Four years ago, the Smithsonian Institution, the Field Museum of Natural History, Harvard University, the Missouri Botanical Garden, the Marine Biological Laboratory and the Biodiversity Heritage Library joined together to create a comprehensive collection of data about every living thing on Earth.
So far, the consortium’s researchers have collected and vetted information on 40 percent of the planet’s 1.9 million known species. Want observations describing the nocturnal behavior of the flying lemur? How about a map showing the distribution of the dark honey fungus, whose underground filament network spans thousands of acres and might make it the largest organism in the world? They’re in there.
The researchers gather information from hundreds of sources (including such databases as the Barcode of Life and Morphbank), work it into a consistent format, and organize it into individual species pages. Combining disparate data into a single, searchable database should make it possible to see new connections between different forms of life. By looking for lifespan patterns or similarities in resistance (or susceptibility) to disease—and by doing so across a broad range of EOL species pages—biologists will aim to find new species and genes to target in longevity studies, vaccine development and other medical research. At the current pace, EOL will hold data on every known plant, animal, insect and microbe species by 2017.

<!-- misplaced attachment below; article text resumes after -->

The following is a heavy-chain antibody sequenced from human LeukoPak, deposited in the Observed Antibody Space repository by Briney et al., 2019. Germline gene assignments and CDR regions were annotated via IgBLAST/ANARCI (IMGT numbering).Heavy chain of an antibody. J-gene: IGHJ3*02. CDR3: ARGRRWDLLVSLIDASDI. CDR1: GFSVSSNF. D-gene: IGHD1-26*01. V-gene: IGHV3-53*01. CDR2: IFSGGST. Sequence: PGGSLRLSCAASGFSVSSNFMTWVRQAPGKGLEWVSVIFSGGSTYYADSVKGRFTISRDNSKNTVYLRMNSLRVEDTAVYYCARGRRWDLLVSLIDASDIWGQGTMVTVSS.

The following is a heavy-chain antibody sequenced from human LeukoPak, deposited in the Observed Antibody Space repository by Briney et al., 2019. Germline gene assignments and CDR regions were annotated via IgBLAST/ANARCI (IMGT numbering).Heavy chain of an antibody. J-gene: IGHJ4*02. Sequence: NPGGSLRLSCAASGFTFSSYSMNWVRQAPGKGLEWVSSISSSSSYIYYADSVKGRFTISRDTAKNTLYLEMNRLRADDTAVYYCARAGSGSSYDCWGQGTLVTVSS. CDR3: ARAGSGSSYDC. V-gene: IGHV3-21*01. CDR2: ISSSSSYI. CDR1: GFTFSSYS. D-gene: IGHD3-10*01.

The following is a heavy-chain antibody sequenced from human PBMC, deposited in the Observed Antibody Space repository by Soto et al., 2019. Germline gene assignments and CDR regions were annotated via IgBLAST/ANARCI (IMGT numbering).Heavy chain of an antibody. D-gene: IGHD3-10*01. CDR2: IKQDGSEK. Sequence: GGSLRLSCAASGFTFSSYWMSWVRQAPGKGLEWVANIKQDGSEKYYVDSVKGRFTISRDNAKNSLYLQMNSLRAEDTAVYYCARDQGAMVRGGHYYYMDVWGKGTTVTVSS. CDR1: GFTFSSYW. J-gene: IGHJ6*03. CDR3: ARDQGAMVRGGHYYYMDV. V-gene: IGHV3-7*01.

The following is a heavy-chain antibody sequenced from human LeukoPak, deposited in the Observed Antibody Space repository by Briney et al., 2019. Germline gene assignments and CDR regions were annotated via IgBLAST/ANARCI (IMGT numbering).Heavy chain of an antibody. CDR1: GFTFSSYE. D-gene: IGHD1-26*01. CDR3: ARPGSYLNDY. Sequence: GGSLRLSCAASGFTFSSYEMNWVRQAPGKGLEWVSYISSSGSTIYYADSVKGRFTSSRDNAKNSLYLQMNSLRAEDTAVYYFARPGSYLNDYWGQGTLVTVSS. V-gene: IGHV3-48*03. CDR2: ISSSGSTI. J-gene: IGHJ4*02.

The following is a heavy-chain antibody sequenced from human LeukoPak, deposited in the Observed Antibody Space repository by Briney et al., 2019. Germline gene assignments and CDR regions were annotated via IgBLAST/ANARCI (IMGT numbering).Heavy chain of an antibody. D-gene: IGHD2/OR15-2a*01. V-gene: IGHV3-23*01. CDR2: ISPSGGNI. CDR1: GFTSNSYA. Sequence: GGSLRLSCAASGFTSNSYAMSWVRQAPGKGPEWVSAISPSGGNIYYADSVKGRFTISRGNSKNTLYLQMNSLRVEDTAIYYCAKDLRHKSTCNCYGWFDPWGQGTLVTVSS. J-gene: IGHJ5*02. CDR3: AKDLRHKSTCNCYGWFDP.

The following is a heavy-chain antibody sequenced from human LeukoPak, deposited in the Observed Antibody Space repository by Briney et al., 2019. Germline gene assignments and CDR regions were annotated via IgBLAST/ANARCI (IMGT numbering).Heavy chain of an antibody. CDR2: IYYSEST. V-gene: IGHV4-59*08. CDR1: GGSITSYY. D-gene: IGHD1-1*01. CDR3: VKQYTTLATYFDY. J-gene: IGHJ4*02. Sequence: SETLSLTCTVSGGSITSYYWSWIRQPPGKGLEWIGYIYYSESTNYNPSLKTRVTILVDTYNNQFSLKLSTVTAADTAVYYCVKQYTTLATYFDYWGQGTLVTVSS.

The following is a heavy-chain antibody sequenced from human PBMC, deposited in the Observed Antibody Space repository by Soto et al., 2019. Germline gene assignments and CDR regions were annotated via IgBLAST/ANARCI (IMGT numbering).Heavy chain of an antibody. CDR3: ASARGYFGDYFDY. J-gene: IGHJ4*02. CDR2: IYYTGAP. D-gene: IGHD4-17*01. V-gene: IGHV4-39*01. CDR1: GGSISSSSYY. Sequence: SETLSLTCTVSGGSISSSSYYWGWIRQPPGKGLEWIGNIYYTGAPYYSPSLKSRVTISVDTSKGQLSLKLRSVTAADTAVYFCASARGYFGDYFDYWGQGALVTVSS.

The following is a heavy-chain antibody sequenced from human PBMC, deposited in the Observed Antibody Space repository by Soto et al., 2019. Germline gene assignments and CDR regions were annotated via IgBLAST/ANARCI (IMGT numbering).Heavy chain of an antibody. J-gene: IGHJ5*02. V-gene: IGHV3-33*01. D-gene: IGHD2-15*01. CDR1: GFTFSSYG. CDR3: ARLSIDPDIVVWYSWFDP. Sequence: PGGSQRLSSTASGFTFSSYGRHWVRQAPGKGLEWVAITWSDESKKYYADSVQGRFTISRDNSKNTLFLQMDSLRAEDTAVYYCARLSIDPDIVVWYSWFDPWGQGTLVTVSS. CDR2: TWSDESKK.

Five amazing, clean technologies that will set us free, in this month's energy-focused issue. Also: how to build a better bomb detector, the robotic toys that are raising your children, a human catapult, the world's smallest arcade, and much more.